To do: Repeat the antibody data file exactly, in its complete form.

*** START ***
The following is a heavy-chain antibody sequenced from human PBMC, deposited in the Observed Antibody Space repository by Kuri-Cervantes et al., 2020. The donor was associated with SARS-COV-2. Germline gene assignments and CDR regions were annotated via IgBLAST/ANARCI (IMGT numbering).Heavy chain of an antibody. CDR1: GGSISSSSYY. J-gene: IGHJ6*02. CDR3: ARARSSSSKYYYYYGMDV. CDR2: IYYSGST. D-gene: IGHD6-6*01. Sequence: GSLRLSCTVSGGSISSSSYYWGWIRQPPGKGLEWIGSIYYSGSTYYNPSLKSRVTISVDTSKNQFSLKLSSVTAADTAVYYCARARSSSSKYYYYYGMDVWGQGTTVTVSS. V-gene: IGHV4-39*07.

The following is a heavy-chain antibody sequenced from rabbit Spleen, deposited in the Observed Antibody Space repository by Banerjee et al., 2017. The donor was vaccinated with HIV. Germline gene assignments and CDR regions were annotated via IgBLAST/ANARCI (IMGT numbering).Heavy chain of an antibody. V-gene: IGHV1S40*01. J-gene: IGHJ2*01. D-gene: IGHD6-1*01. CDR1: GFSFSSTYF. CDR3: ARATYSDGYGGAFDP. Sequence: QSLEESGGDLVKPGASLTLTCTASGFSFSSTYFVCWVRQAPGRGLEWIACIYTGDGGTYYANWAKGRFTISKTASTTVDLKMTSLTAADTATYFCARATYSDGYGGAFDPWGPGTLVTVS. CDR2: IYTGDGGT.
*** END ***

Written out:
The following is a heavy-chain antibody sequenced from human PBMC, deposited in the Observed Antibody Space repository by Kuri-Cervantes et al., 2020. The donor was associated with SARS-COV-2. Germline gene assignments and CDR regions were annotated via IgBLAST/ANARCI (IMGT numbering).Heavy chain of an antibody. CDR1: GGSISSSSYY. J-gene: IGHJ6*02. CDR3: ARARSSSSKYYYYYGMDV. CDR2: IYYSGST. D-gene: IGHD6-6*01. Sequence: GSLRLSCTVSGGSISSSSYYWGWIRQPPGKGLEWIGSIYYSGSTYYNPSLKSRVTISVDTSKNQFSLKLSSVTAADTAVYYCARARSSSSKYYYYYGMDVWGQGTTVTVSS. V-gene: IGHV4-39*07.

The following is a heavy-chain antibody sequenced from rabbit Spleen, deposited in the Observed Antibody Space repository by Banerjee et al., 2017. The donor was vaccinated with HIV. Germline gene assignments and CDR regions were annotated via IgBLAST/ANARCI (IMGT numbering).Heavy chain of an antibody. V-gene: IGHV1S40*01. J-gene: IGHJ2*01. D-gene: IGHD6-1*01. CDR1: GFSFSSTYF. CDR3: ARATYSDGYGGAFDP. Sequence: QSLEESGGDLVKPGASLTLTCTASGFSFSSTYFVCWVRQAPGRGLEWIACIYTGDGGTYYANWAKGRFTISKTASTTVDLKMTSLTAADTATYFCARATYSDGYGGAFDPWGPGTLVTVS. CDR2: IYTGDGGT.